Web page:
Jack Sinclair Gallery
An artist-run space, the Jack Sinclair Gallery's mission is to present visual arts programming of excellence including exhibitions, artist talks, symposiums, and workshops. Following the footsteps of our namesake, we encourage experimentation and innovation, and present artwork by a variety of artists in all mediums, with special focus on under-represented artists such as those of color, women, and other marginalized groups. We are interdisciplinary, intergenerational, multicultural, and committed to social justice. Our community engagement programming aspires to connect artists and audiences in meaningful ways, inviting dialogue to celebrate world cultures.
Socially Distanced In-Person Visits
Now Showing in the Jack Sinclair Gallery
Jack Sinclair Gallery History
Alice Lovelace, Board Director of The ArtsXchange met Jack Sinclair several times; first at his letterpress studio where they bonded over their experiences as a letterpress operator. Then met again when he was organizing the 1985 Mattress Factory Show, and in 1986 when Alice Lovelace became Executive Director, Jack Sinclair came to the Arts Exchange. He brought with him his formidable skills as a carpenter, his contacts, and letterpresses. Jack created our gallery space, worked on the theatre, taught me how to look after the massive boiler, and renovated the old cafeteria building it out with an incredible loft and other additions. Jack Sinclair was committed to the purpose of The Arts Exchange and excited to work with the gallery. The Board and Staff of the Arts Exchange are honored to re-dedicate and return to the name our first gallery the Sinclair Gallery at The Arts Exchange.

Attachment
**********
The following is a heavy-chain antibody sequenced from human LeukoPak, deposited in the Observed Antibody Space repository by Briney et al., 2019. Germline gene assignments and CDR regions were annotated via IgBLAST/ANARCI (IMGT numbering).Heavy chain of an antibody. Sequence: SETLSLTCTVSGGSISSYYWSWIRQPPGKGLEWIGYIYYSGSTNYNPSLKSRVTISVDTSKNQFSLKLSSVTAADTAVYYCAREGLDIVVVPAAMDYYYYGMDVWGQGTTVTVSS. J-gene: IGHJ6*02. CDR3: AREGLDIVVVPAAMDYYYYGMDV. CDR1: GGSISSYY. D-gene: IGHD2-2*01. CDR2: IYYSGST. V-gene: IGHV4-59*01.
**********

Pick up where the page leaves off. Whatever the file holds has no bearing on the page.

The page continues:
Jack Whitney Sinclair, attended Georgia Tech (believed to have) and afterward was getting some notice as an installation sculpture artist and working increasing with old letterpresses. He started an underground artist studio known as the Mattress Factory in Little Five Points and then started the Jack Sinclair Letterpress Studio on Edgewood Ave. As artistic efforts, unfortunately, are not profitable, he and his wife Nancy closed their studio and relocated to Rio Rancho, New Mexico where his pursuit of Letterpress art continued. By his death, he had accumulated some 15 tons of Letterpresses, some of which turned out to be quite old and of some value. His wife Nancy donated the presses to the University of Arizona, where the Jack Sinclair Letterpress Studio is now an instructional part of the art department, now well known, and now produces graduates and works attributed to his named studio.